Loudoun honored its 236 brightest students from each high school at the 30th Excellence in Education Banquet Sunday, all of whom placed in the top 5 percent of their class based on their first three years of academic performance.
The event allows students to bring the teacher they believe is the most influential in their life, with some invited from other states, including Florida and Maine. It included Loudoun students from the Thomas Jefferson High School for Science and Technology.
The banquet was started in 1983 by Al and Jane Sowards, and was modeled after a similar banquet in Huntington, West Virginia given in honor of high school students who earned all A’s. Al is a retired Loudoun County social studies teacher and former gifted program supervisor, his wife, Jane, is a former Loudoun County teacher and now works in the school system’s public information office.
Al then spoke with Superintendent of Schools Robert Butt, who approved the banquet.
“As I was scratching my head as I went out the door I thought ‘what have I gotten myself into?’” Al said in a video during the ceremony. “I can’t remember how all of that came about but I guess the Lord took care of it.”
The Sowards held the first banquet in Leesburg Baptist Church and John Tolbert, Jr. helped cater.
“We had limited funds, there was no money for decorations, but being a woman, I thought we needed decorations,” Jane said. “So I brought over some of the candles and some of the other decorations we used for the homecoming dance.”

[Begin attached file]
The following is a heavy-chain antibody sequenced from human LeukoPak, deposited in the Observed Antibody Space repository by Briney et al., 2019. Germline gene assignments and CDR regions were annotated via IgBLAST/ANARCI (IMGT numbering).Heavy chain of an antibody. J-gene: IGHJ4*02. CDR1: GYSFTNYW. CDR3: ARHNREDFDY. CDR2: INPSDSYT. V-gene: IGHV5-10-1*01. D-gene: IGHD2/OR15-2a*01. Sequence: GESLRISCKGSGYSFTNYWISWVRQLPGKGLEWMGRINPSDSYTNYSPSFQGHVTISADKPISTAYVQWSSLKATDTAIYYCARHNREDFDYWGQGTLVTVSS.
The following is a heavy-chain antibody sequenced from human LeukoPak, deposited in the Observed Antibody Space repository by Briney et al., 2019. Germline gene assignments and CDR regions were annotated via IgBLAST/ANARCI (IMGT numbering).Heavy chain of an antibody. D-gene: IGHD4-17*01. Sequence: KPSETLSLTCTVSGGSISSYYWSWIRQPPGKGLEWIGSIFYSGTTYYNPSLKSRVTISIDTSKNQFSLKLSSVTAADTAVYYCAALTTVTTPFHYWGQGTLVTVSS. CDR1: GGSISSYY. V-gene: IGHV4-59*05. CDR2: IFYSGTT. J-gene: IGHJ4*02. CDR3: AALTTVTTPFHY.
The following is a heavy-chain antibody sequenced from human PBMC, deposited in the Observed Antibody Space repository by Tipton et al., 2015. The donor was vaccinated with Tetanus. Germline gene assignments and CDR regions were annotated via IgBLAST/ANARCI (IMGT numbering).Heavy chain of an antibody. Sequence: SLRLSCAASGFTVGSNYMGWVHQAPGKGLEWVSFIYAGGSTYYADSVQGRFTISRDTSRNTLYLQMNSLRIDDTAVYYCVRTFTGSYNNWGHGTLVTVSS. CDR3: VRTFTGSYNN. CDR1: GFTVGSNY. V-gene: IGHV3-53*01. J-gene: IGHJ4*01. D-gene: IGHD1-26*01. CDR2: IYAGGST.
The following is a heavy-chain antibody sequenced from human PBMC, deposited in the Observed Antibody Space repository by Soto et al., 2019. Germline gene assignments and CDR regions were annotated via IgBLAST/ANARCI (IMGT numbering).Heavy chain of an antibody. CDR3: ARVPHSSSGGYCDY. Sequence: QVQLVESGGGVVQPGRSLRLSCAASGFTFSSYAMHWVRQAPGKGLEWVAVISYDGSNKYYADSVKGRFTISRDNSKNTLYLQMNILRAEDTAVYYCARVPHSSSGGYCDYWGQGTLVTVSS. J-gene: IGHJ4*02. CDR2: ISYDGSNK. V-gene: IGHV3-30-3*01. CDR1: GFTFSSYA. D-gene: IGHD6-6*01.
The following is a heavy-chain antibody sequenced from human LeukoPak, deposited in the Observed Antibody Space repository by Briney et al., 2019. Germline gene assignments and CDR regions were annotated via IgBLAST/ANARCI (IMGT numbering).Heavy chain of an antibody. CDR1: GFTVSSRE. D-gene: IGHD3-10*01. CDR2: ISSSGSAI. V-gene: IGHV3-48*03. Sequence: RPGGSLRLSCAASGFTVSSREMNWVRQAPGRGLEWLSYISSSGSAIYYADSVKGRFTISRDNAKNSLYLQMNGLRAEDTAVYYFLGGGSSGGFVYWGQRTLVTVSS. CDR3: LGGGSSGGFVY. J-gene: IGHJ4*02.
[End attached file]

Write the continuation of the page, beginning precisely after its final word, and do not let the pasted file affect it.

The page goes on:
The first banquet had 18 students and now Superintendent Edgar Hatrick served as the keynote speaker.
“Oh, to be 37 again!” Hatrick said to the audience after seeing an image of his much younger self from the video.
Hatrick praised students and teachers for their achievements and hard work.
“The future of our county, our state, our nation and even the world depends on young people and educators such as those we are here to honor,” Hatrick said.
The banquet has been held at the National Conference Center in Leesburg since 2008.
Hatrick also honored The Washington Post’s 2012 Agnes Meyer teacher of the year award winner, Andrea Schlegel, a social studies teacher at Heritage High School.
“The legacy I wanted to leave behind is that I was very hard-working, I was passionate about what I did, that I was serious about what I did but that I didn’t take myself too seriously,” Schlegel said in a video before she accepted the award. “And hopefully that I stirred an interest in something and a passion whatever they [students] decide to do in their life.”
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